Perhaps you're wondering, "Why should I speak to people with terrible politics? They're irrational and evil!" Actually, (1) you sound a bit irrational yourself, and (2) the other side probably isn't evil.

We're all subject to cognitive distortions, especially when it comes to our fundamental beliefs, says social psychologist Jonathan Haidt, who studies the moral roots of our political beliefs. The interactive app OpenMind, developed by Haidt and his team, helps us understand why we form certain opinions and how we can have more constructive conversations. Try opening your own mind with these exercises adapted from the free app; for more, visit

Break Out of the Matrix
Have you ever read an op-ed or heard a politician's speech and thought, "What an idiot?"

Of course you have—you're human. Each of us looks at the world through our own interpretation of reality. It's like the movie The Matrix, in which everyone was living in a consensual hallucination—a virtual reality similar to a shared dream state. We're all living in a type of consensual hallucination known as a moral matrix, shaped by our country and community.

To understand why your moral matrix might diverge from someone else's, think of your mind as a tongue with taste receptors. Human beings have the same receptors that register salty, sweet, sour, bitter, and savory, yet different people like different foods, depending on their culture and preferences. Some psychologists believe that we likewise share a set of universal moral foundations—the building blocks of morality that different individuals value and prioritize in different ways:

To talk with people who live in a different moral matrix, you have to consider where they're coming from. What moral foundations are they relying on most? Take a look at the opposing opinions of two U.S. senators, paying special attention to the words in bold type:

"We need an immigration system that...allows families to be reunited and safe. One that treats individuals with humanity and respects due process and civil liberties. One that shields the most vulnerable among us, including children and crime victims and asylum seekers and refugees." —Senator Patrick Leahy (D-VT)

"reunited and safe," "most vulnerable among us"
"due process and civil liberties" = FAIRNESS, LIBERTY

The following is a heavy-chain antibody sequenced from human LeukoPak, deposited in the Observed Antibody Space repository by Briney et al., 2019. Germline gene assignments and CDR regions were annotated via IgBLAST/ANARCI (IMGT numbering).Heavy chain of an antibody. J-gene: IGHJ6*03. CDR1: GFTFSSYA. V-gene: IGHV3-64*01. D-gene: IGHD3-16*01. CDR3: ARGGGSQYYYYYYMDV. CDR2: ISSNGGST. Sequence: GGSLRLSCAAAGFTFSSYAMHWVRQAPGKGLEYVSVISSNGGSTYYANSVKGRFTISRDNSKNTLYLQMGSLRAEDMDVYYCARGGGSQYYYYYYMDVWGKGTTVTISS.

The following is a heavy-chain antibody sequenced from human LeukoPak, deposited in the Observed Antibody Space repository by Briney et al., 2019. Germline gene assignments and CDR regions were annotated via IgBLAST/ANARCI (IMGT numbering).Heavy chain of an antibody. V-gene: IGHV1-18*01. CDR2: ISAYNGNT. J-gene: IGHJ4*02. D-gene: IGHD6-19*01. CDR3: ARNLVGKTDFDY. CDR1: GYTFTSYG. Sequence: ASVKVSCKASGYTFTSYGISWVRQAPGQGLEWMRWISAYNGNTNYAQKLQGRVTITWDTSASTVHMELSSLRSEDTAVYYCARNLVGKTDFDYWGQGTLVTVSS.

"We have a duty to protect the borders and the sovereignty of this country... Asylum fraud is a serious problem... And, it's no secret that terrorists are trying to exploit the system." —Senator Chuck Grassley (R-IA)

"protect the borders," "terrorists"
"asylum fraud," "exploit[ing] the system" = FAIRNESS

Someone who supports stricter immigration policy might be motivated by xenophobia or racism, but it's also possible that they're motivated by their notion of fairness (e.g., fairness toward people who are waiting in line legally).

Someone who supports more open immigration likely isn't against the protection of U.S. citizens; instead, they may be more concerned with the protection of new immigrants, particularly refugees.

One way to broaden your perspective is to break free from your own moral matrix. It might seem uncomfortable at first, but it will soon feel liberating, and it will help you communicate more effectively with those around you. Try these exercises:

1. Analyze your own beliefs.
When you hear or read a news story that ignites anger or indignation, ask yourself, "Do I believe someone has committed a wrong?" Try to identify which moral foundations were activated in you.

2. Identify the roots of your disagreement.
Next time you disagree with someone, assume for a moment that the person is neither stupid nor evil. Instead, try to identify which moral foundations the person is relying on to make her statement.

3. Engage in moral reframing.
To disagree with someone more productively, first acknowledge your shared views. Then try reframing your position in a way that connects to her moral foundation. For example:

You're appealing to: A conservative who's averse to transgender military personnel.
Your moral foundation: fairness.
Reframe in terms of: loyalty, patriotism ("Our fellow Americans should be able to demonstrate their loyalty to our nation").

You're appealing to: A liberal who's against military spending.
Your moral foundation: patriotism.
Reframe in terms of: care, fairness ("The military helps level the playing field for minorities and the poor. Cutting spending would take away those opportunities").

You may not change anyone's mind, but you may both come away feeling more understood.


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